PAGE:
I believe one of the most important traits of effective communication is empathy—the ability to put yourself in the other person’s situation.
I think we can be creative in how we show empathy. I love a story told about Adlai Stevenson when he was campaigning for the presidency. He began the same way whenever children were much in evidence.
“How many of you kids,” he would ask, “would like to be a candidate for president?”
A large number of hands were raised. Then he would go on: “And how many presidential candidates would like to be like you kids?” And his own hand would shoot up. Immediately, he had connected with his audience.
I remember a professor friend of mine who on her sabbatical taught seventh grade for a year. Since some of her responsibilities at the university were to supervise middle school student teachers, this certainly helped her communicate teacher concepts for this grade level more effectively. She was reminded of what it was like to teach seventh grade.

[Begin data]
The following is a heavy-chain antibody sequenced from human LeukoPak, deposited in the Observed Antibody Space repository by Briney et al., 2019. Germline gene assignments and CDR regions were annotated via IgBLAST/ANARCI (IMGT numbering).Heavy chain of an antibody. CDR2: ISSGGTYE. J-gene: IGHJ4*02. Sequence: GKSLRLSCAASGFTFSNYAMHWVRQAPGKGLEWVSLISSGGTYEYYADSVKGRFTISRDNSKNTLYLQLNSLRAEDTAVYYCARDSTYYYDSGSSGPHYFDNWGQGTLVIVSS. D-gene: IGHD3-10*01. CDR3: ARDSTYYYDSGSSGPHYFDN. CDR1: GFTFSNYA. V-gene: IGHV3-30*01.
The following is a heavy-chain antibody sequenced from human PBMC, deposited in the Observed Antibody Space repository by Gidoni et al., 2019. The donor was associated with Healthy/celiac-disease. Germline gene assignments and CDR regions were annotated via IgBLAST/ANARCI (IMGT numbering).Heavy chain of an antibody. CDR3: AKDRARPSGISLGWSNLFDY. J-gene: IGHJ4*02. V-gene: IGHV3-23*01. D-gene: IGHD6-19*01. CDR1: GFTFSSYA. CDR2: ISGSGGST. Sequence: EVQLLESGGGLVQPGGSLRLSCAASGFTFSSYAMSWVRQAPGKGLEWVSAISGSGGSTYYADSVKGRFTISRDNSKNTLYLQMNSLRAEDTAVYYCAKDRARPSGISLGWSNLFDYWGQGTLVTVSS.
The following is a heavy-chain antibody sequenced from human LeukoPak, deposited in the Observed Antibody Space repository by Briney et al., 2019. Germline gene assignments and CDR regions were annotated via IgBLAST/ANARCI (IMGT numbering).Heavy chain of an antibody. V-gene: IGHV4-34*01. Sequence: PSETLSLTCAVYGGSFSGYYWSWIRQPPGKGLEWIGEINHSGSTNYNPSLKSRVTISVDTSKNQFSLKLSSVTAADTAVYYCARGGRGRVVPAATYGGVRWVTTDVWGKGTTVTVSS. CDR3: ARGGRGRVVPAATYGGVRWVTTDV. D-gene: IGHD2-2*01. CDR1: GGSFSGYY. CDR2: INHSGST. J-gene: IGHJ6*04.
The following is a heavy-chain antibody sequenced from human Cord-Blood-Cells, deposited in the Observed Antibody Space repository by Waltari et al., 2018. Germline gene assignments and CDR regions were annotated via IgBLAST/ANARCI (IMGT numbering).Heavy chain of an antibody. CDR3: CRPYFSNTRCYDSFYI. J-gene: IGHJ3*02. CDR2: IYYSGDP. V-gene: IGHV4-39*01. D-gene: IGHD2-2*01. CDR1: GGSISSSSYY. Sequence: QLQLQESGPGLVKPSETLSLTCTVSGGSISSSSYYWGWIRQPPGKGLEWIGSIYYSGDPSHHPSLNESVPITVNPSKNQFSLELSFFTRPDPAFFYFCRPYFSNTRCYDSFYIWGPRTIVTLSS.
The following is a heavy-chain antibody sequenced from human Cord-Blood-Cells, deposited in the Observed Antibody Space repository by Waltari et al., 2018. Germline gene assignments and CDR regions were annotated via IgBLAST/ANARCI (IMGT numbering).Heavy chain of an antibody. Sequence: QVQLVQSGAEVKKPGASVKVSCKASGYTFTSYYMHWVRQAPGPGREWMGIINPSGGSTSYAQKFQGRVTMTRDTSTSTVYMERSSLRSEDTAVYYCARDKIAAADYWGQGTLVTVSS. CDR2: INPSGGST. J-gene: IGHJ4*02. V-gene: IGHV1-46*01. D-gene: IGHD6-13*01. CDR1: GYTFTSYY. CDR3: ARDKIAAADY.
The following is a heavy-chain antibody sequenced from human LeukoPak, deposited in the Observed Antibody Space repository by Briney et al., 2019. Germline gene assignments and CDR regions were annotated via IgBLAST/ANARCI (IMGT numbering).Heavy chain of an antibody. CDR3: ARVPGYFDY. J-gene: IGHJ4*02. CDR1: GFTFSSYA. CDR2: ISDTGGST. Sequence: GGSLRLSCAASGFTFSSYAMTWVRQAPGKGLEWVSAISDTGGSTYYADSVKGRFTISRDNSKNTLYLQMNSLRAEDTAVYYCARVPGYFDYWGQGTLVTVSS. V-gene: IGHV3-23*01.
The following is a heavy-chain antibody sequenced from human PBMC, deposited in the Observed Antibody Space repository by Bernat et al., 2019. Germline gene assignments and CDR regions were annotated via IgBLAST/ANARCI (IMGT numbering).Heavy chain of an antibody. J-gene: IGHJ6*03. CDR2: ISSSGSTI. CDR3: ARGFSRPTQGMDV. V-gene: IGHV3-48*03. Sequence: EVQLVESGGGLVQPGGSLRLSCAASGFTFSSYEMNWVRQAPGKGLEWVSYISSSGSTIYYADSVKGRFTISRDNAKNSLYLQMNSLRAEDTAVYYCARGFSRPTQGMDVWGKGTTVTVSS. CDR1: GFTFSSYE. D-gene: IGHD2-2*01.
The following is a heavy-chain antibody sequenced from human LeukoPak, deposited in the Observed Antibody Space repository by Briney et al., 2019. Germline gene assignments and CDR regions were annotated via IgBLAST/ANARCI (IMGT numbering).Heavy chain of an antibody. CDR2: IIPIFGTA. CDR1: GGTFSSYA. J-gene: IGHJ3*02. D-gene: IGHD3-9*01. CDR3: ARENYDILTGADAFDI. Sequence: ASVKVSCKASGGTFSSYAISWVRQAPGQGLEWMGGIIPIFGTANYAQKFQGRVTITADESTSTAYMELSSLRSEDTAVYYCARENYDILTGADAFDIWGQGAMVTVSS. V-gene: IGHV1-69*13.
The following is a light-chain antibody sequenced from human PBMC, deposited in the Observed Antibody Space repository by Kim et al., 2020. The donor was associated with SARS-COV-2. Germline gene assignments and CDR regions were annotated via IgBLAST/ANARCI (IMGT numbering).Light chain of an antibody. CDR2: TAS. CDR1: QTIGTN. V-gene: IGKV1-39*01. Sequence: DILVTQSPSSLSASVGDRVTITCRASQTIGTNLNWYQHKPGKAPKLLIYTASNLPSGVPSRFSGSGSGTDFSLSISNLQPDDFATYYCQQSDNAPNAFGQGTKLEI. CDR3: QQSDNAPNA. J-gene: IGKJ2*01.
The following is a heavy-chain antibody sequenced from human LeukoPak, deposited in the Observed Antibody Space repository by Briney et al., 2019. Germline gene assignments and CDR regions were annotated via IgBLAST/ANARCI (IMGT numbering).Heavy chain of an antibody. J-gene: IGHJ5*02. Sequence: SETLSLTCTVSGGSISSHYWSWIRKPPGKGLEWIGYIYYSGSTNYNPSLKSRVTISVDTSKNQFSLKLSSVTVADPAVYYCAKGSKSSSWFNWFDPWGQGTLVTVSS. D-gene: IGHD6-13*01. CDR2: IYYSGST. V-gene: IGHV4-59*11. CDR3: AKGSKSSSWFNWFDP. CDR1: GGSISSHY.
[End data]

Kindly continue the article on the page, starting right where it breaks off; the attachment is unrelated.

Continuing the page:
In the famous painting, “Snowstorm, Steamboat Off A Harbour’s Mouth,” J.M.W. Turner is said to have had himself tied to the mast of a ship in order to observe such a storm first-hand. You can believe it when you study this painting.
Perhaps the most insightful observation of empathy was in a poem by Amy Maddox, who at the time of writing this was sixteen years old:
He prayed—it wasn’t my religion.
He ate—it wasn’t what I ate.
He spoke—it wasn’t my language.
He dressed—it wasn’t what I wore.
He took my hand—it wasn’t the color of mine.
But when he laughed—it was how I laughed, and when he cried—it was how I cried.